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I am among those who think a second channel crossing is superfluous at this time, but I disagree with Stuart Cohen (Feb. 16) and Andy Grossman (Feb. 28) about the viability of the concept. The fact Juneau's population has been essentially static for years makes the issue largely academic right now, but the city is not wrong to plan for it in the long-range future.
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The crossing would no doubt encourage what Cohen labels "suburban sprawl," which is a highly relative term compared with the real thing in Los Angeles or Denver, but for those of us who don't relish the idea of living in one of his "vibrant urban environments" that is not an issue. Most people who live out North Douglas do so because they value some elbow room. If there is a problem developing this part of our town it's the expense of the infrastructure (water, sewer, street maintenance, etc.) per unit of housing.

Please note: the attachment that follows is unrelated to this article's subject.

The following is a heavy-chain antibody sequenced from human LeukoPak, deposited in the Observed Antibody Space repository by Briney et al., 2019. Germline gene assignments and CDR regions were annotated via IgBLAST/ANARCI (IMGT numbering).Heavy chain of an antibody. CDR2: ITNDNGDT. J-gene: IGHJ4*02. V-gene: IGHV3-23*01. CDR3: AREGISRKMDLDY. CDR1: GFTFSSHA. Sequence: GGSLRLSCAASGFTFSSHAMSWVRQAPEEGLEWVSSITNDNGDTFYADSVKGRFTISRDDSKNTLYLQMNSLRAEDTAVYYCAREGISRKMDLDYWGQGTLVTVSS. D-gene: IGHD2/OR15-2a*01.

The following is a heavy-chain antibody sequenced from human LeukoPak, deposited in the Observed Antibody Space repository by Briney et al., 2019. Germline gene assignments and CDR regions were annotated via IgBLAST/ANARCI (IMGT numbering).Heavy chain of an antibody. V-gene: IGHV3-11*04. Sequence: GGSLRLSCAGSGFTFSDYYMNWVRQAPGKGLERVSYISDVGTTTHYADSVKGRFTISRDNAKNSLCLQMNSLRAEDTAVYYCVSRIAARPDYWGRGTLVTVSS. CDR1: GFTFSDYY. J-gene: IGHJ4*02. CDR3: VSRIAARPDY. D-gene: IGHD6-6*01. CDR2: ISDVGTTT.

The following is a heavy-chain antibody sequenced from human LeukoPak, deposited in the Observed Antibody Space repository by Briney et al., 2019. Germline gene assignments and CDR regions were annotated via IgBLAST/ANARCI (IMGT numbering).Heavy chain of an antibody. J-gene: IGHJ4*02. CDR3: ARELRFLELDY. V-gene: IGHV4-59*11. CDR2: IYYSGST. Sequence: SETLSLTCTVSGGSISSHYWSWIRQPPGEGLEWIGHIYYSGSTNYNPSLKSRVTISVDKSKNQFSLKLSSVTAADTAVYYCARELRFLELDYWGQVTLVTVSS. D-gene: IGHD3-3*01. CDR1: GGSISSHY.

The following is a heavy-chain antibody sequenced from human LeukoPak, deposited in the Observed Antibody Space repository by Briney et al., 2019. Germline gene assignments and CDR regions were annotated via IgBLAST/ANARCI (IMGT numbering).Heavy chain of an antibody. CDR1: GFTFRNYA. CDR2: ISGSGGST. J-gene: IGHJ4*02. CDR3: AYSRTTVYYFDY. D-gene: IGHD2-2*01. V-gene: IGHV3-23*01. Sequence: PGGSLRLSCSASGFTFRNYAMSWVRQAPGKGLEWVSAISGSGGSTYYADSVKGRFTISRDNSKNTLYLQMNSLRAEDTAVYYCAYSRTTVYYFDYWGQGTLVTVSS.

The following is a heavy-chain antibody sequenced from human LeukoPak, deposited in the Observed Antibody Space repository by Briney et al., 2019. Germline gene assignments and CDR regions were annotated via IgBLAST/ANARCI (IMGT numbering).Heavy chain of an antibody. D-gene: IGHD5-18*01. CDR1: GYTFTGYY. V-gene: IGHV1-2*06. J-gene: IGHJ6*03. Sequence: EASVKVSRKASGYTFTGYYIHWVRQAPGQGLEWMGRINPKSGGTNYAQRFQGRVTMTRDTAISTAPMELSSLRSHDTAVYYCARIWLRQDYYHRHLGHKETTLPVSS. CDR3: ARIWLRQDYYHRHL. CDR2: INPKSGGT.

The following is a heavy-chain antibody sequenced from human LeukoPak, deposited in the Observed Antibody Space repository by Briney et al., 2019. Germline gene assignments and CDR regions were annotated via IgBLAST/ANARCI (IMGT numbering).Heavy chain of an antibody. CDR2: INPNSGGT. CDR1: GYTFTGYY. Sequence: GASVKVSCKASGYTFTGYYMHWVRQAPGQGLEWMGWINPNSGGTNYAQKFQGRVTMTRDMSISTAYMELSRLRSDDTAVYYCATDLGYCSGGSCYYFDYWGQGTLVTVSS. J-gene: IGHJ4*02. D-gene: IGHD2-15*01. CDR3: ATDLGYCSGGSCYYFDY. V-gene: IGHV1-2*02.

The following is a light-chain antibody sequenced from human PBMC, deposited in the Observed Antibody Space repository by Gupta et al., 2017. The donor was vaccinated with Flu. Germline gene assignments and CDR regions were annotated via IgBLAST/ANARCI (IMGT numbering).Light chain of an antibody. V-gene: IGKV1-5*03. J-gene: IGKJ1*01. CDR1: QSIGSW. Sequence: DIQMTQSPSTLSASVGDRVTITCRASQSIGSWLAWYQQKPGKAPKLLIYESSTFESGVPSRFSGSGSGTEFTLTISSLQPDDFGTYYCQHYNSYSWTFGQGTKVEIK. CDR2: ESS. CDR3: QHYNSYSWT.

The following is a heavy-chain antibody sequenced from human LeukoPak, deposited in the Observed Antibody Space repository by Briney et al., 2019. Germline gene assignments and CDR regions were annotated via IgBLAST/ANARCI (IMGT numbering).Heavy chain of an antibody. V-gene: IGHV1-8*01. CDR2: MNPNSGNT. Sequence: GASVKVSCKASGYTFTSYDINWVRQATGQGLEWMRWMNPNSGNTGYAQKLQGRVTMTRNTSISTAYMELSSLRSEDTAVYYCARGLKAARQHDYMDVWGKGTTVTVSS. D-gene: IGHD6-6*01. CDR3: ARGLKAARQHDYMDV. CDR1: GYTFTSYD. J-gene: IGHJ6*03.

Those costs should be and are largely reflected in the costs of home ownership, especially when full utility service is achieved. Ultimately, the second crossing concept doesn't negate the mixed, higher-density use Cohen and Grossman call for in any case. They make valid points about zoning options that could and should be considered.
The work so far on the crossing hasn't addressed the laundry list of questions Grossman and many others raise. I have serious qualms simply because of the effects some of my friends and neighbors would be forced to absorb.
The concept, however, is valid and the process the city is taking to identify a preferred site before addressing the myriad of permitting issues is an imperfect but good-as-any approach. Once that is accomplished, we can decide whether we actually want to go ahead with the project and how we'll pay for it.